Food is fuel, and what we put into our bodies has an enormous impact on our health. Eating healthy food is the only way your body obtains energy for you to use. Think about that for a second, you have an important decition to make everytime you eat, you have the opportunity to build energy through feeding your body nutrients that are converted into energy (and many other important biochemical functions), or miss that opportunity by consuming something that is less nourishing. You can’t drive a car on empty, or fill up a diesel with petrol and expect it to run well, so why fill your body with foods devoided of nutrients which won’t make you thrive.
We forget sometimes that the key to better health, improved energy, greater vitality and a clear, focused mind lies in our own hands. Of course, there are other factors which contribute to all of those things (such as exercise, sleep habits, stress, health conditions), however nutrients from real, whole and unprocessed foods lay down the foundation.
As a Registered Clinical Nutritionist, I encourage my clients to focus on “wholefoods” that are nutrient dense rather than “processed foods” that are energy dense. What is the difference between the two? Well, nutrient dense foods are foods which are loaded with essential nutrients such as vitamins, minerals, fibre, good fats, protein, complex carbs and are low in sugar, while energy dense foods are processed and refined foods which usually come in packets, such as muesli bars, cereals, ice-cream, lollies, white bread, pasta, processed meats and most “convenient foods” such as microwave meals and fast food.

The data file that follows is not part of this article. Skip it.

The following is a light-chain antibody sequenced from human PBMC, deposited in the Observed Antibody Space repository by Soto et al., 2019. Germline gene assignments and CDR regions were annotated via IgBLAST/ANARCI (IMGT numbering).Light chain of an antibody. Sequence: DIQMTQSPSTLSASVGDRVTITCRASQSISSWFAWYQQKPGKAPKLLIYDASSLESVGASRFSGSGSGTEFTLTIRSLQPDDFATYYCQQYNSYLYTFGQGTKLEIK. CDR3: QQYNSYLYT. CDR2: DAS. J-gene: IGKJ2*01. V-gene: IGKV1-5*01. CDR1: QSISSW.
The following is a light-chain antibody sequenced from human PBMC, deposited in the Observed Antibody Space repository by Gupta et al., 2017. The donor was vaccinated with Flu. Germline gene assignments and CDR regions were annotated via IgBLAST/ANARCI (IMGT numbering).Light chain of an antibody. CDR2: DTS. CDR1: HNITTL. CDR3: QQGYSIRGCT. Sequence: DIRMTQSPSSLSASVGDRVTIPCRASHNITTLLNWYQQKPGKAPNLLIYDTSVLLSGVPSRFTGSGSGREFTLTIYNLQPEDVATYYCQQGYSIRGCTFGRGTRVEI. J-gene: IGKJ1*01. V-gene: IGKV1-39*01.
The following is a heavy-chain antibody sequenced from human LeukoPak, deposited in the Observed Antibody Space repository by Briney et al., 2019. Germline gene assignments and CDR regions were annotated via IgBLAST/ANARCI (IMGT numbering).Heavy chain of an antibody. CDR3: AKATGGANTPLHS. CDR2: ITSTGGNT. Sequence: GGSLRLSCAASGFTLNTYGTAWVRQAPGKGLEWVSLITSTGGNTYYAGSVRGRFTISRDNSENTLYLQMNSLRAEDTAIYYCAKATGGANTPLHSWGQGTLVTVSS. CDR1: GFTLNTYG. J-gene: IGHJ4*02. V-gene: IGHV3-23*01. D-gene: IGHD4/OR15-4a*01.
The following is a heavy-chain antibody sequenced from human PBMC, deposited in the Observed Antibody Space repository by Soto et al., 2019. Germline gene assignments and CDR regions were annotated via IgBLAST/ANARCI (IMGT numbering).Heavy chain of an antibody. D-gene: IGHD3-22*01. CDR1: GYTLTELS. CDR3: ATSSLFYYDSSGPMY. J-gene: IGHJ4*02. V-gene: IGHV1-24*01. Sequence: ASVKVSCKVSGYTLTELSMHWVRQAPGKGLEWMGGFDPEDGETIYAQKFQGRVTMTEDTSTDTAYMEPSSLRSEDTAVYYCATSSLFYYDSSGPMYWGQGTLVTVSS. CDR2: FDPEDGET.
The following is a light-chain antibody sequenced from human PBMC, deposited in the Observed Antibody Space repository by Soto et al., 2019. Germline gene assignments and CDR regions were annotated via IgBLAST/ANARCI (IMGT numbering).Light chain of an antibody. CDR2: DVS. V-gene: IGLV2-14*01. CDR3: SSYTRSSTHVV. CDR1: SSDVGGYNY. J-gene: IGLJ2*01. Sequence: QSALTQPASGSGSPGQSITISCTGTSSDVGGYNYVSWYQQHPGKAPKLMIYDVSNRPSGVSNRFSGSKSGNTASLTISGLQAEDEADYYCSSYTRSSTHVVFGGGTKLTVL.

Just as the name applies, a whole food basically consists of one ingredient. Foods such as vegetables, fruits, lean meats, fresh fish, eggs, nuts, seeds, legumes, beans, wholegrains such as quinoa, brown rice, oats, buckwheat, millet are all examples of a whole food. There is nothing added to them for flavour or to preserve them. Consuming a wholefoods diet can help assist your body in regulating blood sugar levels, support gut health, weight management, healthy cholesterol levels, decrease diabetes and chronic health conditions.
Another name that is somewhat self-explanatory, processed foods imply that they are man made and developed. Over time with people leading busy lifestyles and wanting more “convenient’ foods, processed foods have become more popular. Also, people like things that taste good and last a long time. Companies who make processed foods know this and will go almost to any length to accomplish meeting those needs of the consumer, it is a business. Have you ever looked at a best before date on juice bottles, canned goods, muesli bars, processed meats, ice cream, sweetened yoghurt and seen a best before date in less than one week? It is very rare! Processed foods are filled with additives and preservatives such as salts, sugars and other chemicals to make them taste good and last longer. These foods have a negative effect on our health, they are low in nutritional value, high in sugar (hello weight gain and digestive problems), and can have other adverse effects on health such as increasing cholesterol levels, causing blood sugar imbalances, heightened risk to health conditionals such as diabetes.